Finally, in terms of domestic politics, rapprochement with Japan proceeded while Xi Jinping consolidated his power base by making significant progress in his anti-corruption campaign. He expelled Xu Caihou, the former vice-chairman of the CMC from the party at the end of June 2014, and a month later formally announced that Zhou Yongkang, a former member of the Politburo Standing Committee, was under investigation. Zhou was eventually expelled from the CCP in early December. It was widely rumored that Xu and Zhou supported Bo Xilai, the disgraced former party secretary of Chongqing, in his challenge to Xi. In addition, there is an increasing number of Chinese tourists visiting Japan, who find the country culturally attractive and different from what they had learned through patriotic education.
Considering that these factors all remain in effect, we should be able to find good prospects for the bilateral relations to come. However, nothing is simple in Japan-China relations in recent years. Immediately after the amicable meeting with Xi, Abe made a successful visit to Washington, but the reporting on the visit by Xinhua was critical and satirical as ever. “Abe’s visit to the US and his laughable performance invites condemnation”; “Abe’s visit to the US and his laughable performance ends in voices of protest and strong criticism.” Such were the headlines of Xinhua articles on the topic.
Then in mid-June, Abe gave an exclusive interview to Phoenix Television, in which he replied to Xi’s May speech and sent out friendly messages to the Chinese people. “Japan inflicted sufferings to the peoples in Asia. It was on this deep remorse that Japan, to this day, has strived to contribute with all we have to the peace and development of the world, and particularly to development in Asian countries…Seventy years ago, Japan made a vow that we shall never go to war again, and this vow forever will not change.” Surprisingly, the mainland media ignored this interview. It was a snub to Abe, but it also looked as if the Propaganda Department did not pay much attention to Xi’s signal that he wanted to improve the bilateral relationship.
While the Japanese Diet discussed the new security legislation for strengthening the Japan-US alliance, retired PLA generals lashed out at the “revival of Japanese militarism,” as usual. Meanwhile, the Japanese side picked up on China’s construction of new oil/gas exploration platforms near the middle line that Japan regards as the dividing line for the EEZs in the East China Sea. The Japanese government criticized such unilateral action as against the spirit of the 2008 agreement on joint development. The defense division of the Liberal Democratic Party (LDP) rejected the initial draft of the annual Defence White Paper and made the Ministry of Defence add information on this move by China. The timing suggested that, faced with strong opposition, the LDP needed China’s mischief as ammunition in passing the controversial legislation.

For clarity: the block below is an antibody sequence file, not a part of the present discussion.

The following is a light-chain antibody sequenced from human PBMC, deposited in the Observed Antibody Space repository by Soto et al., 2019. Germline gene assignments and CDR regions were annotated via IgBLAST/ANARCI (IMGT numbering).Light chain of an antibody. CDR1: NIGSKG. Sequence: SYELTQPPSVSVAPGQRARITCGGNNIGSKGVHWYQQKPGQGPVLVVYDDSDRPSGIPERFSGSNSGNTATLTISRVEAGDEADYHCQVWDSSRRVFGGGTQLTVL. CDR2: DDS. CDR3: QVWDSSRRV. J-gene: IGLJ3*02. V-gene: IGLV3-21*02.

Thus, despite the bases for resilience such as economic interdependence and cultural affinity, we easily can identify some structural factors that impede the smooth recovery in Japan-China relations. The leftist, hardliners in China are adamant on sticking to the “Japan threat theory.” Especially, the image of Abe as a “militarist” and “historical revisionist” is a convenient target for arousing nationalistic sentiments and justifying China’s strategic advancement and assertiveness. Xi Jinping is, arguably, torn between these and the reformist moderates who are more inclined towards mending ties with Japan for peace and development. It seems the gap between them is so wide that Xi has difficulties finding a middle ground. The “China threat theory” can also be handy for Abe, who faces societal opposition to his security legislation. At the same time, he knows the Japanese public understands the importance of China and that he would be criticized if he failed to improve bilateral relations.
The two governments are now negotiating over Xi’s invitation to Abe to attend the September ceremony to commemorate the war. Nowadays, no issue between Japan and China is simple, as it involves people’s emotions, economic and strategic interests, the international environment, and domestic politics. There are various factors that could drive the bilateral relations either way. But if the economic slowdown in China results in more labor strife and other signs of social instability, the leaders in Beijing would be tempted to tilt towards the hardliners and reactivate the “Japan threat theory” in an even bigger way. Japan and China have entered an era of both cooperation and conflict, and the seesaw in relations most likely will continue for some time. Yet, with China’s maritime advancement and heightened nationalism, this is a more troubled state than existed prior to the 2012 slide in relations. Recovery to that state seems very unlikely in the near future.